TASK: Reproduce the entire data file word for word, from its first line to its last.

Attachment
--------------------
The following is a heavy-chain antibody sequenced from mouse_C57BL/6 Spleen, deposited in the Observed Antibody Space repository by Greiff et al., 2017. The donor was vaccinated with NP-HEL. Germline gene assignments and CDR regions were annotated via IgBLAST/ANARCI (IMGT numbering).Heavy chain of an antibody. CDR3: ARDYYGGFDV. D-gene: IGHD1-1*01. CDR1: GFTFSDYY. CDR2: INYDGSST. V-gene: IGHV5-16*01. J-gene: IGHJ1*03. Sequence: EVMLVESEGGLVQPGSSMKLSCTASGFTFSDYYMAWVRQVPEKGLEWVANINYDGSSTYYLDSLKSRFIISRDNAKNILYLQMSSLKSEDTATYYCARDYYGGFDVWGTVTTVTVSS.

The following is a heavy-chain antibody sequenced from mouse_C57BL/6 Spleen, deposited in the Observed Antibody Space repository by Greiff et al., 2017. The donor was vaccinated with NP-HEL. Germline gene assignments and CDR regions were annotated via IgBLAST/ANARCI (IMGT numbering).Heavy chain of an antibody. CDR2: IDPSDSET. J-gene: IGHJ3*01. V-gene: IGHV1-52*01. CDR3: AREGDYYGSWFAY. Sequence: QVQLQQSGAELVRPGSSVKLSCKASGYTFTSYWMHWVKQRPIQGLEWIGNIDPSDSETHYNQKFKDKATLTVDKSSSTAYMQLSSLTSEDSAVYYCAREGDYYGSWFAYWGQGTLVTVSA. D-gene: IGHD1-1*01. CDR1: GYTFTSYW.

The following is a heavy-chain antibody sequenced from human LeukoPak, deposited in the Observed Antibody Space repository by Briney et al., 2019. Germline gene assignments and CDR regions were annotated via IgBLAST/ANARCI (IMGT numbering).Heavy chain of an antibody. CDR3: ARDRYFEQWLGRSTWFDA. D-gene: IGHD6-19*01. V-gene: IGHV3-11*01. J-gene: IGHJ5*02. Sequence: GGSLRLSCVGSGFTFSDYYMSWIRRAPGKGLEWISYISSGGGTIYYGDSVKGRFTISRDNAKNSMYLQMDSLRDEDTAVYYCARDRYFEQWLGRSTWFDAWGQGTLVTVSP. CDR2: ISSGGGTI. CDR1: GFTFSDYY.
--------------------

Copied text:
The following is a heavy-chain antibody sequenced from mouse_C57BL/6 Spleen, deposited in the Observed Antibody Space repository by Greiff et al., 2017. The donor was vaccinated with NP-HEL. Germline gene assignments and CDR regions were annotated via IgBLAST/ANARCI (IMGT numbering).Heavy chain of an antibody. CDR3: ARDYYGGFDV. D-gene: IGHD1-1*01. CDR1: GFTFSDYY. CDR2: INYDGSST. V-gene: IGHV5-16*01. J-gene: IGHJ1*03. Sequence: EVMLVESEGGLVQPGSSMKLSCTASGFTFSDYYMAWVRQVPEKGLEWVANINYDGSSTYYLDSLKSRFIISRDNAKNILYLQMSSLKSEDTATYYCARDYYGGFDVWGTVTTVTVSS.

The following is a heavy-chain antibody sequenced from mouse_C57BL/6 Spleen, deposited in the Observed Antibody Space repository by Greiff et al., 2017. The donor was vaccinated with NP-HEL. Germline gene assignments and CDR regions were annotated via IgBLAST/ANARCI (IMGT numbering).Heavy chain of an antibody. CDR2: IDPSDSET. J-gene: IGHJ3*01. V-gene: IGHV1-52*01. CDR3: AREGDYYGSWFAY. Sequence: QVQLQQSGAELVRPGSSVKLSCKASGYTFTSYWMHWVKQRPIQGLEWIGNIDPSDSETHYNQKFKDKATLTVDKSSSTAYMQLSSLTSEDSAVYYCAREGDYYGSWFAYWGQGTLVTVSA. D-gene: IGHD1-1*01. CDR1: GYTFTSYW.

The following is a heavy-chain antibody sequenced from human LeukoPak, deposited in the Observed Antibody Space repository by Briney et al., 2019. Germline gene assignments and CDR regions were annotated via IgBLAST/ANARCI (IMGT numbering).Heavy chain of an antibody. CDR3: ARDRYFEQWLGRSTWFDA. D-gene: IGHD6-19*01. V-gene: IGHV3-11*01. J-gene: IGHJ5*02. Sequence: GGSLRLSCVGSGFTFSDYYMSWIRRAPGKGLEWISYISSGGGTIYYGDSVKGRFTISRDNAKNSMYLQMDSLRDEDTAVYYCARDRYFEQWLGRSTWFDAWGQGTLVTVSP. CDR2: ISSGGGTI. CDR1: GFTFSDYY.